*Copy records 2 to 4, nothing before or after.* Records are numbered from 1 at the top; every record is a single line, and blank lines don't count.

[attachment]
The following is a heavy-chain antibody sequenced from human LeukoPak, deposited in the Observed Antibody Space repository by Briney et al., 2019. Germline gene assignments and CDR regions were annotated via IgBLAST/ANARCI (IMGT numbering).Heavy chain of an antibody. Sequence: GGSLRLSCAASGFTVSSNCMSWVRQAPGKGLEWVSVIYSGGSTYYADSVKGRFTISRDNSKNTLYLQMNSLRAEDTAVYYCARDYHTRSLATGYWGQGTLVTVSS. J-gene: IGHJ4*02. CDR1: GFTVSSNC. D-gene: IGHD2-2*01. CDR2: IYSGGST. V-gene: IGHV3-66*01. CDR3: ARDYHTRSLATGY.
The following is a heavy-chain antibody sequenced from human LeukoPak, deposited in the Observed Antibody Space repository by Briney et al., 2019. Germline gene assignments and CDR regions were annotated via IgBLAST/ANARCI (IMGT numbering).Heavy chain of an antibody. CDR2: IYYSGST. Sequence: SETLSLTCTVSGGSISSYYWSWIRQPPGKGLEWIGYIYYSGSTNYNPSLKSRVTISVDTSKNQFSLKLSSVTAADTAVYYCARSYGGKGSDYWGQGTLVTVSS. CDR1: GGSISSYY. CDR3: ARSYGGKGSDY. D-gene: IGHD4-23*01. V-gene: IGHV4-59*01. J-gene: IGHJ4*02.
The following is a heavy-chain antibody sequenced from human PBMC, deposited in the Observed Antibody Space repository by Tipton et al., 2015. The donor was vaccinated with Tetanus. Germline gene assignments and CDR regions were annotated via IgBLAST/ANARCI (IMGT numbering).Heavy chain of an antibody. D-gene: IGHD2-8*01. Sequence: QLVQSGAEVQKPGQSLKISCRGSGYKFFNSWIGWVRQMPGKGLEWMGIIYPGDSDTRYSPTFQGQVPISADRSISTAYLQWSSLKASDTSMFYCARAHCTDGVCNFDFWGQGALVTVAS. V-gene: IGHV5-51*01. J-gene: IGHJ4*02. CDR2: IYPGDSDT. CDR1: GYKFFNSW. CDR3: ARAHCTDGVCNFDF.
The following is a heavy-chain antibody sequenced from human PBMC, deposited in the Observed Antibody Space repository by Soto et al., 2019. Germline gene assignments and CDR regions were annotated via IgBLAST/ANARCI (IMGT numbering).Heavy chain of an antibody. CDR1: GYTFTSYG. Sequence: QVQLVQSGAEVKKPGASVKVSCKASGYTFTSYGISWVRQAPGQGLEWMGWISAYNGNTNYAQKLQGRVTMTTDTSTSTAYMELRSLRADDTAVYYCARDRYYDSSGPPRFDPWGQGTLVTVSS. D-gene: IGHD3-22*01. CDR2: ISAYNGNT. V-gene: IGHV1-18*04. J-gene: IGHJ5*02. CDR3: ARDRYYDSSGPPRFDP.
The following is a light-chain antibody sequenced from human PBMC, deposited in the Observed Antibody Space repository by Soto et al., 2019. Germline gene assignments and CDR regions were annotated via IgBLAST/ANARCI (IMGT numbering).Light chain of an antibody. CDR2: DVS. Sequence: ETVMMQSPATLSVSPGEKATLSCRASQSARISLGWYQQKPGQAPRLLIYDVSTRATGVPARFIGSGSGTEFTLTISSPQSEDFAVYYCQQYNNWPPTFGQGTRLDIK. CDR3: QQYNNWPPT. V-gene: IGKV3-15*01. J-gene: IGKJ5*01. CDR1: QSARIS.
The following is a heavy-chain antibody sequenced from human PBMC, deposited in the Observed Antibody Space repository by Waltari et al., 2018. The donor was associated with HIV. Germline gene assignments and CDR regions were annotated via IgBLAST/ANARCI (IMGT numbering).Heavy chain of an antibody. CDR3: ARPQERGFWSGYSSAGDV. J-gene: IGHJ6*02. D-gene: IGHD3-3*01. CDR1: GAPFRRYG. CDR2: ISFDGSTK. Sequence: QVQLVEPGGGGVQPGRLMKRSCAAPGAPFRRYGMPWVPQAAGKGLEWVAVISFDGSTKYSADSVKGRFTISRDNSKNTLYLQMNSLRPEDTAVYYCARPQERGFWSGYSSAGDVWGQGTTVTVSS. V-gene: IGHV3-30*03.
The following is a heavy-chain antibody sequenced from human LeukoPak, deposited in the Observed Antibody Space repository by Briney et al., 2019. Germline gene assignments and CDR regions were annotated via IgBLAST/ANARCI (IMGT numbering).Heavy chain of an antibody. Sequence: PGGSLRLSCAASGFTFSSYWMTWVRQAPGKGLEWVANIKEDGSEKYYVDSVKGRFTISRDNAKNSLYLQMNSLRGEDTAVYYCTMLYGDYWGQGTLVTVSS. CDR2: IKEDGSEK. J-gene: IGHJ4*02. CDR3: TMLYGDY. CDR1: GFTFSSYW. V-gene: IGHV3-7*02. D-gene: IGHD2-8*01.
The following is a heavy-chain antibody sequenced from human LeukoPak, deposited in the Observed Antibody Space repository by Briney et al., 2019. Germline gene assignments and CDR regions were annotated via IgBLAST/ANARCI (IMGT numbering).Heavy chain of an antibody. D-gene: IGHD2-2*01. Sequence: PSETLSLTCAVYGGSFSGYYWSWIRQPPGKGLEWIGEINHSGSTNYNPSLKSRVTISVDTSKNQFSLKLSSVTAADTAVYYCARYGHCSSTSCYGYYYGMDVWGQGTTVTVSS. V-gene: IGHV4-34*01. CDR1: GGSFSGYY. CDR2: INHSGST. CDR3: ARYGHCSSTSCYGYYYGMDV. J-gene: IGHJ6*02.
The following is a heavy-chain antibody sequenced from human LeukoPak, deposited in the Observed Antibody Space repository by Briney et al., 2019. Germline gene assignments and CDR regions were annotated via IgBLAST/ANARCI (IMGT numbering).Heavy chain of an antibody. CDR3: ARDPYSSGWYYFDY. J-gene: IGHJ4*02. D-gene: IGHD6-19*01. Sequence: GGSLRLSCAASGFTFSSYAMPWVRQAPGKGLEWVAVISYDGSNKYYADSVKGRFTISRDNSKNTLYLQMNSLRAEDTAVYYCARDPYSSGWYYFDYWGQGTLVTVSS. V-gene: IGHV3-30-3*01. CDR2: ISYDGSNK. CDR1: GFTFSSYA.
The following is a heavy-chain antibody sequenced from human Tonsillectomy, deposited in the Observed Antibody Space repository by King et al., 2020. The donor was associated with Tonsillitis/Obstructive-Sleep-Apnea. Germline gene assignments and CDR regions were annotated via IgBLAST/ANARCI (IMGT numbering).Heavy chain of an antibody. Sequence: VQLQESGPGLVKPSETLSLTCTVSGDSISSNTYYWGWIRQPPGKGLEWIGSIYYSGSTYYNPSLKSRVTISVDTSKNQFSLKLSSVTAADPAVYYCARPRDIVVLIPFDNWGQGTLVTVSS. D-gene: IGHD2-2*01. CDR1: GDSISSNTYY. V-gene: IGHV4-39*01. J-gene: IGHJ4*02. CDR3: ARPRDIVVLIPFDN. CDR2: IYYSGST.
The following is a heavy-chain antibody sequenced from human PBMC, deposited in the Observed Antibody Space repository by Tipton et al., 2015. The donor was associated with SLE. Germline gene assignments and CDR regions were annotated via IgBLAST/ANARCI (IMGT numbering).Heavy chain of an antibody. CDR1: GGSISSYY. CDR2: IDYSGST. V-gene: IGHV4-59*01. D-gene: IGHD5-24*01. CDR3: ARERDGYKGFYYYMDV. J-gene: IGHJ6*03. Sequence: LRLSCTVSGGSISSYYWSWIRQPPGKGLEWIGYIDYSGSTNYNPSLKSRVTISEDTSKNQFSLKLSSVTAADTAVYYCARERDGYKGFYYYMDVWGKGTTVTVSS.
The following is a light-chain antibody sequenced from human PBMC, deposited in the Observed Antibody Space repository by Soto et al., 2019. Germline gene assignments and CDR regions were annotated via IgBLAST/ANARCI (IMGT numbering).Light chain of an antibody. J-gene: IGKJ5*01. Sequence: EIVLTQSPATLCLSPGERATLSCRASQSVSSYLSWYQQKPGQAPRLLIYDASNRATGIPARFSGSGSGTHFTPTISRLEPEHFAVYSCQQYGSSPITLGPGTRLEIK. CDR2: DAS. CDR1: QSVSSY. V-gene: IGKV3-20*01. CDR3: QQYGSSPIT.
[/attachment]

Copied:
The following is a heavy-chain antibody sequenced from human LeukoPak, deposited in the Observed Antibody Space repository by Briney et al., 2019. Germline gene assignments and CDR regions were annotated via IgBLAST/ANARCI (IMGT numbering).Heavy chain of an antibody. CDR2: IYYSGST. Sequence: SETLSLTCTVSGGSISSYYWSWIRQPPGKGLEWIGYIYYSGSTNYNPSLKSRVTISVDTSKNQFSLKLSSVTAADTAVYYCARSYGGKGSDYWGQGTLVTVSS. CDR1: GGSISSYY. CDR3: ARSYGGKGSDY. D-gene: IGHD4-23*01. V-gene: IGHV4-59*01. J-gene: IGHJ4*02.
The following is a heavy-chain antibody sequenced from human PBMC, deposited in the Observed Antibody Space repository by Tipton et al., 2015. The donor was vaccinated with Tetanus. Germline gene assignments and CDR regions were annotated via IgBLAST/ANARCI (IMGT numbering).Heavy chain of an antibody. D-gene: IGHD2-8*01. Sequence: QLVQSGAEVQKPGQSLKISCRGSGYKFFNSWIGWVRQMPGKGLEWMGIIYPGDSDTRYSPTFQGQVPISADRSISTAYLQWSSLKASDTSMFYCARAHCTDGVCNFDFWGQGALVTVAS. V-gene: IGHV5-51*01. J-gene: IGHJ4*02. CDR2: IYPGDSDT. CDR1: GYKFFNSW. CDR3: ARAHCTDGVCNFDF.
The following is a heavy-chain antibody sequenced from human PBMC, deposited in the Observed Antibody Space repository by Soto et al., 2019. Germline gene assignments and CDR regions were annotated via IgBLAST/ANARCI (IMGT numbering).Heavy chain of an antibody. CDR1: GYTFTSYG. Sequence: QVQLVQSGAEVKKPGASVKVSCKASGYTFTSYGISWVRQAPGQGLEWMGWISAYNGNTNYAQKLQGRVTMTTDTSTSTAYMELRSLRADDTAVYYCARDRYYDSSGPPRFDPWGQGTLVTVSS. D-gene: IGHD3-22*01. CDR2: ISAYNGNT. V-gene: IGHV1-18*04. J-gene: IGHJ5*02. CDR3: ARDRYYDSSGPPRFDP.